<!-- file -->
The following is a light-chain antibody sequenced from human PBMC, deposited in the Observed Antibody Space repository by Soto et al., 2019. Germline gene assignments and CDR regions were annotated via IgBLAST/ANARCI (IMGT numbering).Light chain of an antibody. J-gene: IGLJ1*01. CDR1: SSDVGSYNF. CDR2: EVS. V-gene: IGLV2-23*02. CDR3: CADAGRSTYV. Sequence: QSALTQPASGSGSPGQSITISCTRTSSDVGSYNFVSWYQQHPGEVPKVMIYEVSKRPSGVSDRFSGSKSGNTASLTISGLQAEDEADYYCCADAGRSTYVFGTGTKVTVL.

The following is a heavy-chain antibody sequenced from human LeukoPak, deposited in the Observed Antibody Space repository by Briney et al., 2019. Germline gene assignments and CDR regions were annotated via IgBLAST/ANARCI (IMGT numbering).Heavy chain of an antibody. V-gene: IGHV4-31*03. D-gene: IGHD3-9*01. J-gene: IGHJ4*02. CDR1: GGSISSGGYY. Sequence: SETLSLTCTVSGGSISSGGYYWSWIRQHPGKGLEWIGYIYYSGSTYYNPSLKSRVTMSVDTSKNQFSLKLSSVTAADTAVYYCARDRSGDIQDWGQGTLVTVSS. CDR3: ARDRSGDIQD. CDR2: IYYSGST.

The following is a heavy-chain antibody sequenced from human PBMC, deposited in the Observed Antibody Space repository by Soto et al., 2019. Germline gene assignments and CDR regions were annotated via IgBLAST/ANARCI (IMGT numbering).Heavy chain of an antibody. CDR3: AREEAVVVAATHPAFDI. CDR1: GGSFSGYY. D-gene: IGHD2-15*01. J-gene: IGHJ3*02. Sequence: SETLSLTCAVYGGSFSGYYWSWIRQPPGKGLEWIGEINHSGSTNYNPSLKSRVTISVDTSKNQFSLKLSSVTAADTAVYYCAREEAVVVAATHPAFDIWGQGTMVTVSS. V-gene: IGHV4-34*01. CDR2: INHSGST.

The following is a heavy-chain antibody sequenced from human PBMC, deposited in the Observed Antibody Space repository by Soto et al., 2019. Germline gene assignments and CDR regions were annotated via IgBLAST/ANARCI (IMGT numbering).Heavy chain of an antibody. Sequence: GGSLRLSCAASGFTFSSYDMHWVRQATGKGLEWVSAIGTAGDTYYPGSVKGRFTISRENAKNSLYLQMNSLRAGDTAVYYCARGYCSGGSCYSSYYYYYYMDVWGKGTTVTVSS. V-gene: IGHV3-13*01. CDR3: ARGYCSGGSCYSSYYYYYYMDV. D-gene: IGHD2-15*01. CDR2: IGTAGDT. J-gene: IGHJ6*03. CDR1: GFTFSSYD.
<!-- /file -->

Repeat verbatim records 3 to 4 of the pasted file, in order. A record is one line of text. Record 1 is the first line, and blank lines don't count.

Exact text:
The following is a heavy-chain antibody sequenced from human PBMC, deposited in the Observed Antibody Space repository by Soto et al., 2019. Germline gene assignments and CDR regions were annotated via IgBLAST/ANARCI (IMGT numbering).Heavy chain of an antibody. CDR3: AREEAVVVAATHPAFDI. CDR1: GGSFSGYY. D-gene: IGHD2-15*01. J-gene: IGHJ3*02. Sequence: SETLSLTCAVYGGSFSGYYWSWIRQPPGKGLEWIGEINHSGSTNYNPSLKSRVTISVDTSKNQFSLKLSSVTAADTAVYYCAREEAVVVAATHPAFDIWGQGTMVTVSS. V-gene: IGHV4-34*01. CDR2: INHSGST.

The following is a heavy-chain antibody sequenced from human PBMC, deposited in the Observed Antibody Space repository by Soto et al., 2019. Germline gene assignments and CDR regions were annotated via IgBLAST/ANARCI (IMGT numbering).Heavy chain of an antibody. Sequence: GGSLRLSCAASGFTFSSYDMHWVRQATGKGLEWVSAIGTAGDTYYPGSVKGRFTISRENAKNSLYLQMNSLRAGDTAVYYCARGYCSGGSCYSSYYYYYYMDVWGKGTTVTVSS. V-gene: IGHV3-13*01. CDR3: ARGYCSGGSCYSSYYYYYYMDV. D-gene: IGHD2-15*01. CDR2: IGTAGDT. J-gene: IGHJ6*03. CDR1: GFTFSSYD.